BE - the change in [BB] from its normal value [BE] = observed [BB] normal [BB]

Blood buffer base (BB)


Normal [BB] - This is the [BB] of blood having a completely normal acid-base status. There is no single value for a normal BB The value is dependent upon the hemoglobin concentration of the blood

Examples:

Hgb (gms/100ml)

Normal [BB] in

meq/liter 8 --------------------------- 45 13 --------------------------- 47 15 --------------------------- 48

6 general types of acid-base disturbances


1. 2. 3. 4. 5. 6. Gain of strong acid (H+) Gain strong base (OH-) Gain of HCO3Loss of HCO3Gain of CO2 Loss of CO2

buffering of gain of strong acid (H+) and strong base (oH-)


Both the BBS and NBBS respond to gain of H+. Consider now the equilibrium reactions of the two systems:

Buffering by the bbs and nbbs


CO2 (g) CO2(d) + H2O H2CO3 H+ + HCO3-

Hbuf

H+ + Buf-

Directional changes of these parameters at the new equilibrium


[HCO3] = [CO2 (d) + H2CO3] = ratio [HCO3-] / [CO2 (d) + H2CO3] = [Buf-] = [Hbuf] = ratio [Buf-] / [Hbuf] = [BB] = pH = [BE] =

6 general types of acid-base disturbances


Gain or loss of HCO3- & gain or loss of CO2 are buffered exclusively by the NBBS The interaction reaction: H2CO3 + BufHbuf + HCO3-

Buffering of gain or loss of hCO3 gain or loss of co2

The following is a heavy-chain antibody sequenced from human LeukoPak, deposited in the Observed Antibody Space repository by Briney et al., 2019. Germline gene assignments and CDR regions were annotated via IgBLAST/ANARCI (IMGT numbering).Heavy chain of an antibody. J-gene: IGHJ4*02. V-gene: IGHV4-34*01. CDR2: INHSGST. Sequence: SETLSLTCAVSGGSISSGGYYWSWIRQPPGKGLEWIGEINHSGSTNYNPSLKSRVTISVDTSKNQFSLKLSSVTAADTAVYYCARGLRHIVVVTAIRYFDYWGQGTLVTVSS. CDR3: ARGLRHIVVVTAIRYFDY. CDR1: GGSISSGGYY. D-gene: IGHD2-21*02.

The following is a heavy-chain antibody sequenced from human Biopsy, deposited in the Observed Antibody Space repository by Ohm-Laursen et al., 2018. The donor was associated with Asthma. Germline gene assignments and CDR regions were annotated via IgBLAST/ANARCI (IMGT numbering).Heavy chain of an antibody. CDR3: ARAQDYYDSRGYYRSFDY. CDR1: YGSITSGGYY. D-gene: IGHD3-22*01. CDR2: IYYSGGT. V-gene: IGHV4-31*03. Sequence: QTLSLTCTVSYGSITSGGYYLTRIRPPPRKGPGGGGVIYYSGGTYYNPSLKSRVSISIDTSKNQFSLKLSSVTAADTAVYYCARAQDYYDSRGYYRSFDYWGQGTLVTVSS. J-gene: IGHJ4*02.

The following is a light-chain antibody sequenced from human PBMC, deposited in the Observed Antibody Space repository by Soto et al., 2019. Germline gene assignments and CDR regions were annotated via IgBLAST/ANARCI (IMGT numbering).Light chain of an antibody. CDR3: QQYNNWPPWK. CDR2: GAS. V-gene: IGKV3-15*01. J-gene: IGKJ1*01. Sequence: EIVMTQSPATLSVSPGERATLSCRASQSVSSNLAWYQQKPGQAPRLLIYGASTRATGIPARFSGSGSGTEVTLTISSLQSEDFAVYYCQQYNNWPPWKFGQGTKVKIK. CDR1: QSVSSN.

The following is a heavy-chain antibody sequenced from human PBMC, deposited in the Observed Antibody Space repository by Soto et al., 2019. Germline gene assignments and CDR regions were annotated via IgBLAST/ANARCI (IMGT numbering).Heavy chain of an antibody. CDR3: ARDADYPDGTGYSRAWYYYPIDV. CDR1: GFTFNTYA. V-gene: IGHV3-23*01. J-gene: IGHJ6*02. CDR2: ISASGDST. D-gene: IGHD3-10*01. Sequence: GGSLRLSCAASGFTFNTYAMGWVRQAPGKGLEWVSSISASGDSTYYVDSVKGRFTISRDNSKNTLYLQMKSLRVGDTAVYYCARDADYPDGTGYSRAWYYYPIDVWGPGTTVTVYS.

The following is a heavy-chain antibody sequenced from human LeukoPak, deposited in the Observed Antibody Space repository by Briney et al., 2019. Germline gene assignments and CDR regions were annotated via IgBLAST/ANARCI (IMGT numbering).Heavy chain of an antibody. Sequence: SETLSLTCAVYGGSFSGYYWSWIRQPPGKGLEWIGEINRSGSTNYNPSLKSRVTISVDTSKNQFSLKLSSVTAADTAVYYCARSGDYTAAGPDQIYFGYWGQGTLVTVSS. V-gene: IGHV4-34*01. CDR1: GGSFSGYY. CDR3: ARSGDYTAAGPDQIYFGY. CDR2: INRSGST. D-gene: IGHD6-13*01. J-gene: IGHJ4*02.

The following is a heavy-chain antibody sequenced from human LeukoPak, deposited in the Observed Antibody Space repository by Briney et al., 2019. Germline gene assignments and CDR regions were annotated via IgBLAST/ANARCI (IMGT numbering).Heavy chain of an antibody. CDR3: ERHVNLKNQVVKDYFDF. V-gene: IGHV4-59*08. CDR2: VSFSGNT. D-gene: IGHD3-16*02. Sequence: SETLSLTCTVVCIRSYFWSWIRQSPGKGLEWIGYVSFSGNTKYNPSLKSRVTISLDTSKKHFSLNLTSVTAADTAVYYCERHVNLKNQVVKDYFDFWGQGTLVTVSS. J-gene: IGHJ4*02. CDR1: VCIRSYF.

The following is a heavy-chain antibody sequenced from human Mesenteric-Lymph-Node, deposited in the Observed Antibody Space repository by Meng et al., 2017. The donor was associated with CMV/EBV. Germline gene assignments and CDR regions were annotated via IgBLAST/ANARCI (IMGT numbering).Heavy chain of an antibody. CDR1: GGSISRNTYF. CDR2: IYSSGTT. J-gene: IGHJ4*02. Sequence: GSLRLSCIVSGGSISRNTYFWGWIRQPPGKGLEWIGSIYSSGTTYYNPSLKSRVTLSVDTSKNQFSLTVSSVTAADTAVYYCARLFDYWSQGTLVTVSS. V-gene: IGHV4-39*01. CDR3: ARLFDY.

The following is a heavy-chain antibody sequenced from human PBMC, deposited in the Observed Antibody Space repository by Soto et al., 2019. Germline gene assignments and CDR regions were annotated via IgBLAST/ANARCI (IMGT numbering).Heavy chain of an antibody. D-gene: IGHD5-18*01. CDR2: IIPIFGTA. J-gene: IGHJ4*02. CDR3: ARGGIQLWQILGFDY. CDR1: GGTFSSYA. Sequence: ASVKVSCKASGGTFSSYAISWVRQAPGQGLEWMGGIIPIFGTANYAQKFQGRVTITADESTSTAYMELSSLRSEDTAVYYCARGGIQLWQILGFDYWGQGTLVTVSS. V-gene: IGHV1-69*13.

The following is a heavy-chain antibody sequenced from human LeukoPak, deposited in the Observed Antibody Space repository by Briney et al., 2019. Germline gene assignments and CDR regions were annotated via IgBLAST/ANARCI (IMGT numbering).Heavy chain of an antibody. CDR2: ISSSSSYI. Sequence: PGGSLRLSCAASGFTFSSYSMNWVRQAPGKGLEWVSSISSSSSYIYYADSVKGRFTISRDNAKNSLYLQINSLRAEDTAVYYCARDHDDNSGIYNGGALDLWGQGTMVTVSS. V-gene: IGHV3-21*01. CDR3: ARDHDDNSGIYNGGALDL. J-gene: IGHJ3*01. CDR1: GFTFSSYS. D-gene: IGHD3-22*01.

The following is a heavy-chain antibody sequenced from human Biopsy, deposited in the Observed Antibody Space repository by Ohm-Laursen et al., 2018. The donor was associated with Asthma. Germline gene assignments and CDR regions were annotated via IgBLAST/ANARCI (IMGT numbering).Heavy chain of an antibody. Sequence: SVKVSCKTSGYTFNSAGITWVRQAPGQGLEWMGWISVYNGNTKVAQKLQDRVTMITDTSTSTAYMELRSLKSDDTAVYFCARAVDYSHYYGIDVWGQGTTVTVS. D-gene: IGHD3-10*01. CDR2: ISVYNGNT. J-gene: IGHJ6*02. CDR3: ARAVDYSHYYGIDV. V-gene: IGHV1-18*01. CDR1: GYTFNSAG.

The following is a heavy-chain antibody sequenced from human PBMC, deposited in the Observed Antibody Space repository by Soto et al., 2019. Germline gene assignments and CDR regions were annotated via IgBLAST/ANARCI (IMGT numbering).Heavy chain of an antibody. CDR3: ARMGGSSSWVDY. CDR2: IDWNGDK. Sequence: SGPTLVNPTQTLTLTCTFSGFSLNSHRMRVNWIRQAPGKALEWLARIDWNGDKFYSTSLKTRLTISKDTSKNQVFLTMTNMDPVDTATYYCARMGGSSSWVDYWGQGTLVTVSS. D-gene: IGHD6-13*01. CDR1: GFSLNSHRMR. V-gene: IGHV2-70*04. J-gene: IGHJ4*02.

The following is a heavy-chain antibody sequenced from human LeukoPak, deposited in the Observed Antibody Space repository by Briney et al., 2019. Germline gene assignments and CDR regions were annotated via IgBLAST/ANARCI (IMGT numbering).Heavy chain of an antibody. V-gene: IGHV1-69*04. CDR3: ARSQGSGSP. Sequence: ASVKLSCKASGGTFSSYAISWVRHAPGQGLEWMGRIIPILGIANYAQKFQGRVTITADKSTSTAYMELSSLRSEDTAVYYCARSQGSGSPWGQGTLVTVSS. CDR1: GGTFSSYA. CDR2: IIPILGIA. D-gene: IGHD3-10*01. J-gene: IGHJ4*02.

CO2 (g) CO2 (d) + H2O H2CO3 + BufHbuf + HCO3-

Directional changes of these parameters at the new equilibrium


[HCO3] = [CO2 (d) + H2CO3] = ratio [HCO3-] / [CO2 (d) + H2CO3] = [Buf-] = [Hbuf] = ratio [Buf-] / [Hbuf] = [BB] = pH = [BE] =

The oxyhemoglobin & reduced hemoglobin buffer systems


HbO2 system: HHbO2 H+ + HbO2 Hb system: HHb H+ + Hb HbO2 (w/o charge) = all forms of oxyhemoglobin Hb (w/o charge) = all forms of reduced hemoglobin

HbO2 SYSTEM: HHbO2

H+ + HbO2-

HHbO2 = acid form of oxyghemoglobin HbO2- = conjugate base form of oxyhemoglobin

Hb system: HHb

H+ + H

HHb = acid form of reduced hemoglobin Hb- = conjugate base form of reduced hemoglobin

Buffering by hemoglobin

Buffering by hemoglobin

Role of lungs & kidneys in acid-base balance


[metabolic component] [respiratory component] kidneys

pH pH

lungs

The respiratory component


Represented either by: [CO2d + H2CO3] S.PCO2

Two factors determine the level of pCO2


1. Rate of CO2 production (RCP) 2. Rate of alveolar ventilation (RAV)

pCO2 RCP / RAV


pCO2 1 / RAV

The metabolic component


Is represented either by: [HCO3] plasma [BB] whole blood